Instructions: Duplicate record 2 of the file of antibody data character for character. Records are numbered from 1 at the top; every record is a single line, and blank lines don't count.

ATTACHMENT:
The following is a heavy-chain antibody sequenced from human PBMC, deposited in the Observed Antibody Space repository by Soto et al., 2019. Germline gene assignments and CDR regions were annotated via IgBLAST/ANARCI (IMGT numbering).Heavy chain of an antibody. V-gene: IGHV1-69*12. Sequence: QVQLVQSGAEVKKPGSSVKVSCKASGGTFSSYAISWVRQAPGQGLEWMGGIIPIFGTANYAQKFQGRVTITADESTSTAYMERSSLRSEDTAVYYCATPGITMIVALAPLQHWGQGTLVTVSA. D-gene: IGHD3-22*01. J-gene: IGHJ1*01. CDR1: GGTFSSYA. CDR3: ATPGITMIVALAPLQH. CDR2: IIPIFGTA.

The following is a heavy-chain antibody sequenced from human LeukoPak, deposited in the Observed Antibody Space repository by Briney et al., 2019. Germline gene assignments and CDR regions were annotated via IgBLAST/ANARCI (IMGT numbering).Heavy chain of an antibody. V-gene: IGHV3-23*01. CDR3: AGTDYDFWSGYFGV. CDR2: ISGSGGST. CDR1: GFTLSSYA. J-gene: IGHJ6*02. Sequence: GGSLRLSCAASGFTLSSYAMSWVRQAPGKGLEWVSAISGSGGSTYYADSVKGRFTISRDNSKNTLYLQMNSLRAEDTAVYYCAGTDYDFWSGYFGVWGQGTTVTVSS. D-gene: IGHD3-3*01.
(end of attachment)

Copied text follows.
The following is a heavy-chain antibody sequenced from human LeukoPak, deposited in the Observed Antibody Space repository by Briney et al., 2019. Germline gene assignments and CDR regions were annotated via IgBLAST/ANARCI (IMGT numbering).Heavy chain of an antibody. V-gene: IGHV3-23*01. CDR3: AGTDYDFWSGYFGV. CDR2: ISGSGGST. CDR1: GFTLSSYA. J-gene: IGHJ6*02. Sequence: GGSLRLSCAASGFTLSSYAMSWVRQAPGKGLEWVSAISGSGGSTYYADSVKGRFTISRDNSKNTLYLQMNSLRAEDTAVYYCAGTDYDFWSGYFGVWGQGTTVTVSS. D-gene: IGHD3-3*01.